How to Read and Calculate FX Rates


Understanding exchange rates may not seem exciting, but understanding and reading them could save money when making international payments. NerdWallet provides numerous helpful tools for learning how to read and calculate FX rates.

Market exchange rate

Market exchange rates reflect supply and demand factors related to each currency pair; investors’ perceptions of economic development, financial stability, and inflation rates all play an integral part. They can even influence a country’s inflation rate and balance of payments.

Small businesses should understand how market exchange rates work when making overseas transactions to keep expenses under control and secure competitive deals. Furthermore, this helps them stay abreast of trends related to exchange rates they are interested in.

In the foreign exchange market, two types of exchange rates exist: spot and forward. Spot rates reflect current market value, while forward ones account for expected changes in the near future. Several other varieties, such as middle rates and retail exchange rates, also exist.

The middle rate is the average of a currency’s buying (bid) and selling (ask) prices. It is often quoted in newspapers, magazines, and economic analyses and used as a comparison benchmark. A currency’s retail exchange rate consists of its middle rate plus any margin or markup applied by brokers to its sell-side quote from dealers.

Bank exchange rate

Exchange rates fluctuate worldwide due to numerous economic factors such as political unrest, consumer and inflation data, and changes in export values. Governments can manipulate exchange rates in many ways, including setting an official rate, floating it, or pegging it; floating rates tend to be the most popular due to market forces like supply and demand influencing them.

Bank exchange rates are the prices used by banks or money transfer services to sell and buy foreign currencies. They typically include a margin of profit that’s added onto the mid-market or interbank rate. Because margins vary depending on which provider is being considered, it is essential that you compare them before making your decision—the higher their margin is, the less money will come in when exchanging currencies.

One way to determine whether exchange rates offered by providers are fair is to compare them with the interbank rate. But be wary, as many providers add hidden costs such as service fees, landing charges, processing fees, or poor customer support services; moreover, some do not take security seriously enough. In order to avoid getting scammed, look for transparent providers like Wise that offer true interbank rates like this one.

Forward exchange rate

Forward exchange rates are an integral component of international trade, investments, and hedging strategies. They serve as an indicator for future spot exchange rates by taking into account market expectations and interest rate differentials between two countries. Their calculations involve complex financial formulae requiring careful study to fully grasp their implications in foreign currency trading.

Contrary to spot exchange rates, which are determined by market participants for immediate delivery, forward exchange rates are predetermined and applied on a future date. They’re used by businesses needing to hedge against currency fluctuations—for instance, companies in Europe importing products to America—who need protection against fluctuating exchange rates. Forward contracts may last 30-60-180 days, with options of one year being possible.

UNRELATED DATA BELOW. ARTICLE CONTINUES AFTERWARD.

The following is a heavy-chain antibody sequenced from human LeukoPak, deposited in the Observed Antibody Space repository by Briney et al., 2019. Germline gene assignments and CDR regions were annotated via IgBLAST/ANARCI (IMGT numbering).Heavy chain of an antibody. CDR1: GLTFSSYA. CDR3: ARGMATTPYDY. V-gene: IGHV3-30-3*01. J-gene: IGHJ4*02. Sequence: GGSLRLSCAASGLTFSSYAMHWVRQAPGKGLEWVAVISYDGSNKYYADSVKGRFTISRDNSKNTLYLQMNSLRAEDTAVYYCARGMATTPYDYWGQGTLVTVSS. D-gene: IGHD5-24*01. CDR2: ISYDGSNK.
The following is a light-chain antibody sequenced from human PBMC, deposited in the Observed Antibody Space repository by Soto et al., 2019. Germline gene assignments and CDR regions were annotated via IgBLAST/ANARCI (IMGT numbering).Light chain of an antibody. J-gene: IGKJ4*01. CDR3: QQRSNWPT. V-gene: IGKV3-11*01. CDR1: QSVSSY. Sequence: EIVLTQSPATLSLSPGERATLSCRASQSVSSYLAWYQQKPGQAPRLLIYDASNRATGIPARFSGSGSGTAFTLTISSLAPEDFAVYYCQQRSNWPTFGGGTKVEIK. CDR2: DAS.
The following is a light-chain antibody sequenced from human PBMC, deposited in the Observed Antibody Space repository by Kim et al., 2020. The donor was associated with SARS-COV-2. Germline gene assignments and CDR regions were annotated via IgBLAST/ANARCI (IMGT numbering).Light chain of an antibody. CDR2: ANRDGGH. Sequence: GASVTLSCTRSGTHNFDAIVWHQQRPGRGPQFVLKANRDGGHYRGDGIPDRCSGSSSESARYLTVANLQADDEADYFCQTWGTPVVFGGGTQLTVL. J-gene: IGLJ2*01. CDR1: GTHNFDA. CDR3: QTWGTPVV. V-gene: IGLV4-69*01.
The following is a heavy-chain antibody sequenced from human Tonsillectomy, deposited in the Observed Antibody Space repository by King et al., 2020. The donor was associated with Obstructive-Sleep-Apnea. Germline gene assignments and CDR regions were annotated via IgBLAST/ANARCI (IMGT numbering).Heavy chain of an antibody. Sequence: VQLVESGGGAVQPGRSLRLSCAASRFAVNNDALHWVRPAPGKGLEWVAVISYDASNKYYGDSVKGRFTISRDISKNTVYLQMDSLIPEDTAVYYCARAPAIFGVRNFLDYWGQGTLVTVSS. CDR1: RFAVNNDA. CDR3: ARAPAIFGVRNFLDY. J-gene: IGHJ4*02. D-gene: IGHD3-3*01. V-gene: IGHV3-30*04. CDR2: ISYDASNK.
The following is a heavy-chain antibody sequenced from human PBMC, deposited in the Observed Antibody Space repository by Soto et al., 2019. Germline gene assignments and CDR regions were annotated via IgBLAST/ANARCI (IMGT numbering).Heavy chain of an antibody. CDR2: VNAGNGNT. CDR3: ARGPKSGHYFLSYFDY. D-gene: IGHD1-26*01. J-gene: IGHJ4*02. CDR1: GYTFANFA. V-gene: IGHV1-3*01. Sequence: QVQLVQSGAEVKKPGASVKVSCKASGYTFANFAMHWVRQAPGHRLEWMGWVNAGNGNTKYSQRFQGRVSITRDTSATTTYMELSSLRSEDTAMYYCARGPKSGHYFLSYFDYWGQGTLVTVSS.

Market sentiment and economic indicators influence forward exchange rates. If investors are optimistic about an economy, its currency may appreciate, leading to lower forward rates; on the other hand, market participants who worry about its economic stability might cause its currency to depreciate further, leading to an increased forward rate.

As inflation rates can differ widely from country to country, another factor influencing forward exchange rates may be inflation differentials; investors may demand an upsurge premium when buying currency from countries whose inflation rates exceed that of the US.

Flexible exchange rate

Unlike fixed exchange rates, which are set by governments, floating or flexible exchange rates are determined by supply and demand in international money markets. Traders on these markets, which collectively are worth an estimated daily turnover of more than $6.6 trillion USD, set currency prices by purchasing and selling currencies within these markets; such traders could include individuals, banks, or firms.

Flexible exchange rates enable nations to pursue their respective monetary policies without worry over how they will impact other economies. If country A follows an inflationary monetary policy while country B pursues price stability measures, maintaining an equivalent exchange rate between their currencies can become very challenging.

A flexible exchange rate should protect a country’s economy from external shocks by allowing its currency to depreciate against external influences—hence why many developing nations still peg their currencies to foreign ones even after the collapse of the Bretton Woods system.

However, this “insulation” is in question in practice; when the dollar appreciates against emerging markets, domestic interest rates in those nations increase, decreasing risk appetite and raising required returns on EM bonds. So, even with flexible exchange rates, this system does not seem capable of protecting emerging markets from external shocks.